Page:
Underweight increase risk of Dementia

dementiaBeing underweight in middle-age may raise the risk for dementia later on, while being overweight or obese may protect against dementia, hints the largest study yet to look at the association between body mass index (BMI) and dementia risk.

“Our findings contradict many but not all previous studies and is currently controversial” Nawab Qizilbash, MBChB, MRCP (UK), head of OXON Epidemiology Ltd, and honorary senior lecturer in epidemiology, London School of Hygiene and Tropical Medicine, United Kingdom, told Medscape Medical News.

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Delaying Retirement May Reduce Risk for Dementia

dementiaAn older age at retirement may be associated with a significantly decreased risk of dementia, according to research presented at the 2013 Alzheimer’s Association International Conference. In a study of 429,803 retired French workers, Carole Dufouil, PhD, and colleagues found that the hazard ratio of dementia was 0.968 for each extra year of age at retirement.

“Our results highlight the importance of maintaining high levels of cognitive and social stimulation throughout work and retiree life and emphasize the need for interventions and policies to help older individuals achieve such cognitive and social engagement,” stated Dr. Dufouil, Director of Research in Neuroepidemiology at INSERM in Paris.

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Exercise Prevents Dementia in Some Seniors

SeniorsOlder people who are living independently but have signs of cerebral damage may lower their risk of having progressive cognitive impairment or dementia if they remain physically active, researchers found.

Even after adjustment for white matter changes seen on MRI and history of stroke, those who met criteria for physical activity had significantly lower risks of developing any cognitive impairment, any dementia, and vascular dementia over a 3-year period, according to Ana Verdelho, MD, of the University of Lisbon in Portugal, and colleagues.

The relationship between physical activity and vascular dementia remained significant after further adjustment for baseline cognitive function (HR 0.49, 95% CI 0.26 to 0.94), the researchers reported online in Stroke: Journal of the American Heart Association. [Read more…]

Do Sleep Patterns Affect the Risk of Cognitive Decline?

Older CoupleVANCOUVER—The quality and quantity of sleep may be associated with the risk for cognitive decline, according to four studies presented at the 2012 Alzheimer’s Association International Conference. Treatments for insomnia or circadian rhythm delay might reduce or prevent cognitive decline, investigators reported.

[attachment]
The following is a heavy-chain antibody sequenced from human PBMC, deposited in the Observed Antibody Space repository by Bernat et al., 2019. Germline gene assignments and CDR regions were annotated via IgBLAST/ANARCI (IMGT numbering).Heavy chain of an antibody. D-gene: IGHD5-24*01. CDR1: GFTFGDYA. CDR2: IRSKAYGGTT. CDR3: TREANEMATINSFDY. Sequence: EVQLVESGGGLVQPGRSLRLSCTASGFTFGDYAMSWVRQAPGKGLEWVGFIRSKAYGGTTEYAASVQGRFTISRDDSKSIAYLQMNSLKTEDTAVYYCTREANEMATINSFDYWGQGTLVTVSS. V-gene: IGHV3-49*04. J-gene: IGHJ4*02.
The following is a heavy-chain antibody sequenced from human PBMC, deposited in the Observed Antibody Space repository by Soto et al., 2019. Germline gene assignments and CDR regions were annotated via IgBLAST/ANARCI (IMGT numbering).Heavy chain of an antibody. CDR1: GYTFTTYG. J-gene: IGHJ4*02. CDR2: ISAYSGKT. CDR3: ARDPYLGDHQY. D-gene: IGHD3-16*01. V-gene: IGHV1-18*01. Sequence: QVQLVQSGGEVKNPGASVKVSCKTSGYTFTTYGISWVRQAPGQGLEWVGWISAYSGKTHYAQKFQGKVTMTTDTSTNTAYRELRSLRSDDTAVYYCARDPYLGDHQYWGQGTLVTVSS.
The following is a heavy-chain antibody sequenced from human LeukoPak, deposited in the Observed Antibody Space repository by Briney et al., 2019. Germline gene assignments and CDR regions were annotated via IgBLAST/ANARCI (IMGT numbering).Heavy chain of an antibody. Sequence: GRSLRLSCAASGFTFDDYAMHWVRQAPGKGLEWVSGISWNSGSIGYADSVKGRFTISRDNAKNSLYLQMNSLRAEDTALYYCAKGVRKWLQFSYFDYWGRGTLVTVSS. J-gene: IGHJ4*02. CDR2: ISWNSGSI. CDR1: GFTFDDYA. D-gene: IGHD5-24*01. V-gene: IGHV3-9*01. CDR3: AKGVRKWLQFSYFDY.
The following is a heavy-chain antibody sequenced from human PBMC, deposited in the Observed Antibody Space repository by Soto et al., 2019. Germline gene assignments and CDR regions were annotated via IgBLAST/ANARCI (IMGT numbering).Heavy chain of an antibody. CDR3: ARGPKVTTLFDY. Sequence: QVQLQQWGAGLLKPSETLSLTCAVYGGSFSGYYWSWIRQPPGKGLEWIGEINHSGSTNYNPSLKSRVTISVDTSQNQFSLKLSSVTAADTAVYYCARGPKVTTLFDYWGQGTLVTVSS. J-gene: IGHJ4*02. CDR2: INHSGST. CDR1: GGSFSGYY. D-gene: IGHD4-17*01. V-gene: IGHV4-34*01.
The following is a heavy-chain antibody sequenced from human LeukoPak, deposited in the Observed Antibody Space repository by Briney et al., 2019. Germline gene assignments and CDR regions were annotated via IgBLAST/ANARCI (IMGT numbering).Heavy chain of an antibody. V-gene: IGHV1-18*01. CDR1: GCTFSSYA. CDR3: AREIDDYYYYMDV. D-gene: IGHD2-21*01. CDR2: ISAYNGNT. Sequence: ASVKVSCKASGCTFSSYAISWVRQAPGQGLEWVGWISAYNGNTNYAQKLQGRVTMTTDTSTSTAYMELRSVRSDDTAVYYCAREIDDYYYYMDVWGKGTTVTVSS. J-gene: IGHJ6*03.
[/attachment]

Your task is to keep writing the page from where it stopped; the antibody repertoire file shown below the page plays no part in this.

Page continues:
Sleep Duration and Cognition
Compared with a sleep duration of seven hours per day, sleep durations of five or fewer hours per day and of nine or more hours per day were associated with worse average memory at older ages, according to Elizabeth Devore, ScD, Associate Epidemiologist at Brigham and Women’s Hospital in Boston. Short and long sleep durations at midlife and in later life were both associated with worse memory in later life. [Read more…]

Coffee May Ward Off Progression to Dementia

Patients with mild cognitive impairment (MCI) may be able to avoid developing dementia by drinking several cups of coffee a day, the results of a new study suggest.

The study showed that patients with MCI who have a plasma caffeine level of 1200 ng/mL avoided progression to dementia over the following 2 to 4 years.

These patients exhibited a plasma cytokine profile that was exactly the same as that of Alzheimer’s disease (AD) transgenic mice that were given caffeinated coffee and didn’t progress to dementia. It’s therefore very likely that it’s caffeine from coffee, and not from other sources, that affords the cognitive protection, said study senior author Gary W. Arendash, PhD, research scientist, Bay Pines Veterans Affairs Hospital, St. Petersburg, Florida.

The research also suggests that certain cytokine patterns could signal for impending conversion to dementia among those with MCI, said Dr. Arendash. [Read more…]